I decided to include the concert at Koç in this post because there were only a couple pictures of it. Koç held a welcome party for the school to start off the semester. They were going to have a bar at the event (normally alcohol is illegal on campus and in the dorms) but something happened and they didn’t have one. There were two performances: Model, a really popular Turkish band came and then a DJ. Model was really good, but I didn’t enjoy it a whole lot because I couldn’t understand any of the lyrics. I am still learning about Turkish music Smile Some of the girls wanted to dance once the DJ came on, but the music was super mixed and even the good songs were hard to dance to. DJs play a lot of American pop music at clubs and at concerts.


Koç only has about 4,000 students, so this was a huge gathering!


Me, Aida (Bosnia), Hanane (Norway), Wing (Hong Kong), Stephanie (Hong Kong), and Rumeysa (Holland).


These giant stairs provide a semi amphitheater experience. Though there is also an amphitheater on campus as well.


People started lighting off fireworks, no biggie…


Three of us shared a waffle which is a fairly common street dessert. The waffle is a lot more sugary than the ones we make for breakfast and has ice cream and other toppings on it.

I’m getting closer to being caught up on posts! I should be almost done with catch-up by the end of the weekend. Smile

Spice Bazaar and The Grand Bazaar

Things have been so hectic here that I haven’t had time to blog in the past two weeks. I already broke my promise of a post per week. DARN!

Day 1: The Spice Bazaar

Anyway, two weekends ago I went to the Spice Bazaar with my friends Hanane (from Norway, but her family is Moroccan), Aida (from Bosnia), Muhammed (from Pakistan) and Omer (also from Pakistan). On Friday morning we all went to Karaköy to get our student travel cards. These cards are just like the metro/bus/tram/funicular cards that anyone can get, but give you a discounted fare each time you ride. The first trip is 1TL (about 50cents), the second is 45 kuruş and the third (if you need that many transfers) is 30 kuruş. Kuruş are like cents. I believe normal fare is about 2TL per ride without a discount. The line to get a travel card was extremely long, but Hanane and Aida grabbed me a number early because they went two hours before my group left. This was SUPER nice because I only had to wait about an hour rather than 3 hrs. After getting our cards, the group of us decided to walk across the Galata Bridge to Eminönü where the Spice Bazaar is located. Since there were several practicing Muslims in the group, our first mission was to find a mosque for prayer. The mosques here are beautiful and most allow tourists to visit if they cover their heads, shoulders and legs. After prayer time, we were hungry and decided to ask around to see if any of the restaurants served mantı (the turkish raviloli that I had the week before). People kept referring us to a specific restaurant, but the street signs are so bad that we had a lot of trouble finding it. We wandered around the shops outside the spice bazaar and asked various people for directions. Aida has taken Turkish language class for 2 years so she can carry a conversation very well and help translate for us. After finding the restaurant, we learned that mantı is only served on a certain day of the week. Oh well. The food was delicious like always and very reasonable.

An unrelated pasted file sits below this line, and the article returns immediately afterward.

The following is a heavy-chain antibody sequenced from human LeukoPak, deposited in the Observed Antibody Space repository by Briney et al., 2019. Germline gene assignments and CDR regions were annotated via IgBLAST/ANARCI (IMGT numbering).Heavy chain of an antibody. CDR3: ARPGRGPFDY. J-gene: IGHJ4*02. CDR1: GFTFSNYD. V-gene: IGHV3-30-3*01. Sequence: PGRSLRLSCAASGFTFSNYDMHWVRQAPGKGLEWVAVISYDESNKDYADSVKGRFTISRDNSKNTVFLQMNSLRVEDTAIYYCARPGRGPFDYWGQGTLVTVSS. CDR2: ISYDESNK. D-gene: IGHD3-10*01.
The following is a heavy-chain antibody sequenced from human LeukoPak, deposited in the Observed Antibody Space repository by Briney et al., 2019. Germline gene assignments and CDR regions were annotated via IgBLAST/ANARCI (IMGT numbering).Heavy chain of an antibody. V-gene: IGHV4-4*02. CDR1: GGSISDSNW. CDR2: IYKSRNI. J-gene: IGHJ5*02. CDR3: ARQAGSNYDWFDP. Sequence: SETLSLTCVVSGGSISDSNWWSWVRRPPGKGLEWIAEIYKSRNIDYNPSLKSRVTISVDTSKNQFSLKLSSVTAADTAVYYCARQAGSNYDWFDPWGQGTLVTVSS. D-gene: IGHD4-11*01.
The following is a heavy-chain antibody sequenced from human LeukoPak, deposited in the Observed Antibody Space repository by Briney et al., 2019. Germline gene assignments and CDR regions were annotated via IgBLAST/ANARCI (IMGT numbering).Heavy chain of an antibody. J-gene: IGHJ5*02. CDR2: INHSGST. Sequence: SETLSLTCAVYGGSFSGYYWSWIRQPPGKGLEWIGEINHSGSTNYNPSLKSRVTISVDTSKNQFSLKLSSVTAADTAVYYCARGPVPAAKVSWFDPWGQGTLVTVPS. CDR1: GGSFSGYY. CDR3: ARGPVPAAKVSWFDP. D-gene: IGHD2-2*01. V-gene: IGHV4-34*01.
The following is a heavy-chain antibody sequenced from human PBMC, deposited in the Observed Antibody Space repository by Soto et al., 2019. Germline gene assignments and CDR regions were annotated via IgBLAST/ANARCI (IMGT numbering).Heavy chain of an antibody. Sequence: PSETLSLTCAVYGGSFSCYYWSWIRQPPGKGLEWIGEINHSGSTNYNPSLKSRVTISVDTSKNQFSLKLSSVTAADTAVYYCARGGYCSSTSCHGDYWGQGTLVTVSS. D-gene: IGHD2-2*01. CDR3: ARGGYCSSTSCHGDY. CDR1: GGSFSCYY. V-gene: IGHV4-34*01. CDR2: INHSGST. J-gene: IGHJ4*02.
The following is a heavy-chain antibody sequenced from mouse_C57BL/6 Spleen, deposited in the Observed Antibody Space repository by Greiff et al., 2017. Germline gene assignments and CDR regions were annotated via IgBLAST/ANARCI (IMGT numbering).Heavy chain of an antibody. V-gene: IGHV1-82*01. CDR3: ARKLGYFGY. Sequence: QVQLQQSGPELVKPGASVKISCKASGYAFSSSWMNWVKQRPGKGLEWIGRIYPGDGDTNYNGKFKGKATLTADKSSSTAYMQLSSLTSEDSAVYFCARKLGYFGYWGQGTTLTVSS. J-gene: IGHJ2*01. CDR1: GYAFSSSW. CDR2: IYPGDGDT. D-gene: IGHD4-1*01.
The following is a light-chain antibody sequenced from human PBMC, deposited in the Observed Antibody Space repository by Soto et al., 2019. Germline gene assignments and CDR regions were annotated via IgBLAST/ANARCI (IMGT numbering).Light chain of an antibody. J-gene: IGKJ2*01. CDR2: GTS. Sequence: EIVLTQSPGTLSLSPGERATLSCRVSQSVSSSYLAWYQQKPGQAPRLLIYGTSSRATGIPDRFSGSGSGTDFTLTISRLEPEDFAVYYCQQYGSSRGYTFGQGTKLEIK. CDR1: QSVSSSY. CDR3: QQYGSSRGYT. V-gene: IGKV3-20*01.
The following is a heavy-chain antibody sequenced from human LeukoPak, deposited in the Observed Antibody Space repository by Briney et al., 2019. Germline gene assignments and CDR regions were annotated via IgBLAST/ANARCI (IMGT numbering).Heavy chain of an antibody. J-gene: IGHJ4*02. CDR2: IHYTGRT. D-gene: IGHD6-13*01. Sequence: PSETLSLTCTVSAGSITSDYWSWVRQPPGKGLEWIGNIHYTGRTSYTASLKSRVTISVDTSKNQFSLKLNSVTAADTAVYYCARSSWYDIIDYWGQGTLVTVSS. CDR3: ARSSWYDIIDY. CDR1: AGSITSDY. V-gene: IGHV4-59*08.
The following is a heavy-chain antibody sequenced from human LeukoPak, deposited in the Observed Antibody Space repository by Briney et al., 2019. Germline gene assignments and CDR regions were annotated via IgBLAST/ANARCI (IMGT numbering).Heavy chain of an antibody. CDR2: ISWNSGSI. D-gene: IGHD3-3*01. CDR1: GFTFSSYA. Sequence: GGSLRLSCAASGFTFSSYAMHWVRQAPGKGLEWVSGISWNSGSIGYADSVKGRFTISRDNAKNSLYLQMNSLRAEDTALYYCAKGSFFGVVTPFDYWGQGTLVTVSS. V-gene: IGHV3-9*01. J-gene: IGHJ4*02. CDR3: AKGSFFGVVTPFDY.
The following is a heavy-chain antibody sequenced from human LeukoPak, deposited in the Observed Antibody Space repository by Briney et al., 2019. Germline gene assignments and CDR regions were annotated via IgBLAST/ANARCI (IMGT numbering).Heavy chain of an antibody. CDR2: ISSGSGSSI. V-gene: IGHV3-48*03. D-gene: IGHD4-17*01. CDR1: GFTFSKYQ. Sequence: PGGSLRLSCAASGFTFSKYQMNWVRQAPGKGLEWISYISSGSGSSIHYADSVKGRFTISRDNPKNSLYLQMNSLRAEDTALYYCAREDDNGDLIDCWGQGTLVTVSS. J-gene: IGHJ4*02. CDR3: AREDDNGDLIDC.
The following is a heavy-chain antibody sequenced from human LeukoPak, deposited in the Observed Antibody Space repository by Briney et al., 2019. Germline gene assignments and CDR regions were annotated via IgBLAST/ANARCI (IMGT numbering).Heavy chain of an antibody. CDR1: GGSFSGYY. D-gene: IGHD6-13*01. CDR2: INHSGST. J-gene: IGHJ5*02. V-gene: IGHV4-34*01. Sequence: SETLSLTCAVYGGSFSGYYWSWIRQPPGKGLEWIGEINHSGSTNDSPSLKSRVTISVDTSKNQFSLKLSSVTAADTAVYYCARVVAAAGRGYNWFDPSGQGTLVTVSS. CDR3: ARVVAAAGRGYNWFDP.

After lunch we headed toward the main building of the Spice Bazaar. This was my favorite part of the day by far! The inside of the bazaar has stall after stall of spices, Turkish delight and other sweets. The spices are mainly labeled in Turkish, but many of the shopkeepers speak English since it is a super touristy destination. You can always ask to smell what you are interested in to make sure you are getting the correct spice. Prices for most spices are between 20 and 40 TL per kilogram (2.2 lbs). Since all spices are lightweight this is really cheap. I paid 4TL for cinnamon, cumin, and red pepper. Before I return home, I plan on visiting the bazaar again to pick up some spices to use in my cooking at home. After a fun day of shopping we decided to find dinner and then head back to school so the Pakistanis could go to the International Student Society Beach Party. (Since I am a big partier, *insert laugh here*,  I skipped the party and went to bed Smile  SLEEP >>PARTY


The inside garden of a mosque where we waited while Hanane prayed.


The view across the Golden Horn from near the Galata Bridge.


Hanane, Aida, me, Muhammed, and Omer


The northern side of the Golden Horn.


A really beautiful mosque in Eminönü


Another group picture.


The area outside and around the Spice Bazaar is filled with seed shops. They have huge bags of seeds for sale by the kilo.